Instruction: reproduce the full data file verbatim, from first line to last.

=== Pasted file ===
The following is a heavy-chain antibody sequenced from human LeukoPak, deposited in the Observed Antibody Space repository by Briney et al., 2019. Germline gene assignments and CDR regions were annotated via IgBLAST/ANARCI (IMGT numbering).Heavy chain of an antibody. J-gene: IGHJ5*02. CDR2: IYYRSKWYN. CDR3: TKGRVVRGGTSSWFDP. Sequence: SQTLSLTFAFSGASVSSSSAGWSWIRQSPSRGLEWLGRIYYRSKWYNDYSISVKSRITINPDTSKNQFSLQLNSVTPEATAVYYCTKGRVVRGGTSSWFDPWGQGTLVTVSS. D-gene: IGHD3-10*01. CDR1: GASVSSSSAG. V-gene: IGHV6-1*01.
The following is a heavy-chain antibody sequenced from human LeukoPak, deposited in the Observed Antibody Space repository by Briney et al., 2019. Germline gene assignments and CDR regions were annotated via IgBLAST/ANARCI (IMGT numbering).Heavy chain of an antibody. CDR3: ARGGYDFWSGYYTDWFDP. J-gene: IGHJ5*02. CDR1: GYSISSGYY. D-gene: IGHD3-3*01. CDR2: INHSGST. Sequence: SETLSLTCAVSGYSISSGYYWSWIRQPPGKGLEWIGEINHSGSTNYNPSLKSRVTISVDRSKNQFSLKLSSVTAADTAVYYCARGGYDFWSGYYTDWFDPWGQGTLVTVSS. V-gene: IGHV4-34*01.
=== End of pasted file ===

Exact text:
The following is a heavy-chain antibody sequenced from human LeukoPak, deposited in the Observed Antibody Space repository by Briney et al., 2019. Germline gene assignments and CDR regions were annotated via IgBLAST/ANARCI (IMGT numbering).Heavy chain of an antibody. J-gene: IGHJ5*02. CDR2: IYYRSKWYN. CDR3: TKGRVVRGGTSSWFDP. Sequence: SQTLSLTFAFSGASVSSSSAGWSWIRQSPSRGLEWLGRIYYRSKWYNDYSISVKSRITINPDTSKNQFSLQLNSVTPEATAVYYCTKGRVVRGGTSSWFDPWGQGTLVTVSS. D-gene: IGHD3-10*01. CDR1: GASVSSSSAG. V-gene: IGHV6-1*01.
The following is a heavy-chain antibody sequenced from human LeukoPak, deposited in the Observed Antibody Space repository by Briney et al., 2019. Germline gene assignments and CDR regions were annotated via IgBLAST/ANARCI (IMGT numbering).Heavy chain of an antibody. CDR3: ARGGYDFWSGYYTDWFDP. J-gene: IGHJ5*02. CDR1: GYSISSGYY. D-gene: IGHD3-3*01. CDR2: INHSGST. Sequence: SETLSLTCAVSGYSISSGYYWSWIRQPPGKGLEWIGEINHSGSTNYNPSLKSRVTISVDRSKNQFSLKLSSVTAADTAVYYCARGGYDFWSGYYTDWFDPWGQGTLVTVSS. V-gene: IGHV4-34*01.